Why govt primary schools of Dhaka City so miserable? - Dainikshiksha

Why govt primary schools of Dhaka City so miserable?

Masum Billah |

The miserable and pitiable lifestyle of the characters titled ‘ Pandit Moshai, Eadali Master, Taleb Master’ representing the then teaching community gives us an insightful view of our education of the past. Teachers’ individual economic condition was seriously miserable, still their production and dedication to teaching surpassed everything. In this age of computer and internet when messages can be sent in a second from one end of the globe to another, state owned educational institutions and overall teaching-learning situation have not changed comparing to the physical and infra-structural development of the city. A Bengali daily has published a report on 40 government primary schools of the city of Dhaka reflecting several characteristics that really make us appalled. The report says that only the children of poor income families go to the government primary schools, the schools don’t have peon, security guard at night, cleaners and ayah. The school management committee and the contribution of local people sometimes manage these staff of their own cost. Unclean, dirty and shabby pictures of government primary schools of Dhaka hardly attract the children there except poor income families. These schools don’t have any co-curricular activities either. The land of some schools and even some school buildings has been occupied by influential locals. Only these examples prove enough to evaluate the situation of primary education offered by the state in the capital city of Dhaka and further giving us a notion of the primary schools scattered across the country. Is it not our right to receive primary education in a joyful atmosphere? If it is not ensured in this mega city, does it happen anywhere in the country?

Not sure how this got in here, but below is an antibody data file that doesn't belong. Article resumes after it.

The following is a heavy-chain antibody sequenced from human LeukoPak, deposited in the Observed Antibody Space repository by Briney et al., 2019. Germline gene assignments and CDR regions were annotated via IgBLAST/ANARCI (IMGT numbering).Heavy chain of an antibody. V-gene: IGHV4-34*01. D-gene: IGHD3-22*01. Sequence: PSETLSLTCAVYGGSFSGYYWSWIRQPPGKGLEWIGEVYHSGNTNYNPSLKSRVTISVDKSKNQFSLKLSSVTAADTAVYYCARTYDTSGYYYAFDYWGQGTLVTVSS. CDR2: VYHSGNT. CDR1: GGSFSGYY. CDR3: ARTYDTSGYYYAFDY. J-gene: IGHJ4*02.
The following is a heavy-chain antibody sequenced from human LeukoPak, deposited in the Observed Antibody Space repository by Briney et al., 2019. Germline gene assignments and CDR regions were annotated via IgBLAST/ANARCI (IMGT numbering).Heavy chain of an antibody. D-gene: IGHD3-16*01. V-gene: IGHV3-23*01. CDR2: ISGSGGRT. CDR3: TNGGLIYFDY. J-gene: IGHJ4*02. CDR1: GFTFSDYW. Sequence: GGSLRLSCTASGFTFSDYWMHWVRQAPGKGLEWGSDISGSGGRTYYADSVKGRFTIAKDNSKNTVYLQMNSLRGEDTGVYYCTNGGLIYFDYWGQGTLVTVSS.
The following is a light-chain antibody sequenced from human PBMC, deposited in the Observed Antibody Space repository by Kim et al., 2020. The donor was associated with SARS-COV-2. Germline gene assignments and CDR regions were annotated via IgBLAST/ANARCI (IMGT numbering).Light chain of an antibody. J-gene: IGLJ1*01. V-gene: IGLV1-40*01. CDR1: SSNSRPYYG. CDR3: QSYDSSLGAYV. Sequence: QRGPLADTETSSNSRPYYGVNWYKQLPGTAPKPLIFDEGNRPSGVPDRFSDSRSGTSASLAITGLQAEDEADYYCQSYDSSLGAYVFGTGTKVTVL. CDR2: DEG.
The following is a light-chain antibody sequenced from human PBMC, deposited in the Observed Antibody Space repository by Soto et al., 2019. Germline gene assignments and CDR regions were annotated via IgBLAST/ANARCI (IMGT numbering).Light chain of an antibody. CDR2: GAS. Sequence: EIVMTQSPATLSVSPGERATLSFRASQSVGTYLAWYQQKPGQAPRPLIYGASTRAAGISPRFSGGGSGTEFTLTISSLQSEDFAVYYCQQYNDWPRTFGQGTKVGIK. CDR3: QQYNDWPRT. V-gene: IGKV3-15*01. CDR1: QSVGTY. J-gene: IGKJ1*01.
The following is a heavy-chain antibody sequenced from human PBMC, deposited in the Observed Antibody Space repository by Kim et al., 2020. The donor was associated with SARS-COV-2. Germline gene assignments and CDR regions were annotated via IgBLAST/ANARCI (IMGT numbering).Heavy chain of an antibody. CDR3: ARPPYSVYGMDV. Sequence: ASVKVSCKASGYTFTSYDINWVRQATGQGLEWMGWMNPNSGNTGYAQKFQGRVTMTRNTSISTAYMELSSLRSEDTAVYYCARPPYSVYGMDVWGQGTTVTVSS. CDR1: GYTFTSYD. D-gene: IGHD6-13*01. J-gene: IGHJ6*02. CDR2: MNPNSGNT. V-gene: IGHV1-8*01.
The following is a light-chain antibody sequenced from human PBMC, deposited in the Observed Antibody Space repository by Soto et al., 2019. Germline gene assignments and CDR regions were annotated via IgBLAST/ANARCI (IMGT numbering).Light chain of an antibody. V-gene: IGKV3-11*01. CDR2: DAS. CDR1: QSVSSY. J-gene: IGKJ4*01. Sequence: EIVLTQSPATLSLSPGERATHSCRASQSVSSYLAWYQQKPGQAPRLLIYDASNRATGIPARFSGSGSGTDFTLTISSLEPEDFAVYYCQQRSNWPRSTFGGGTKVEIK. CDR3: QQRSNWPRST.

Dhaka city witnesses the flyover being constructed at a cost of sumptuous amount of money, metro rail and elevated express bearing testimony to the development and modernism, the same Dhaka sees very shabby conditioned government primary schools accommodating students hurdling with each other in a small and dark room. Many government primary schools don’t have even drinking water, sanitation facility. According to education policy there should be one teacher for every 30 students but this ration is 1:45 and more than this figure in some schools. There is no play ground for playing and taking exercise for the students. This poor situation lies almost in all the 342 government primary schools in the city of that makes us surprised that we have such type of arrangement for those who are going to lead the nation in future.As the children of poor families come here to study, there is no playground and even drinking water for them. There is no playground at in 252 government primary schools out of 342 in Dhaka City. Is there any unwritten or assumed condition that things must be worse in case of government run institutions?  The country manages 65thousand 620 state run  primary schools across the country and among them 342 schools exist  in Dhaka City  offering this poor show.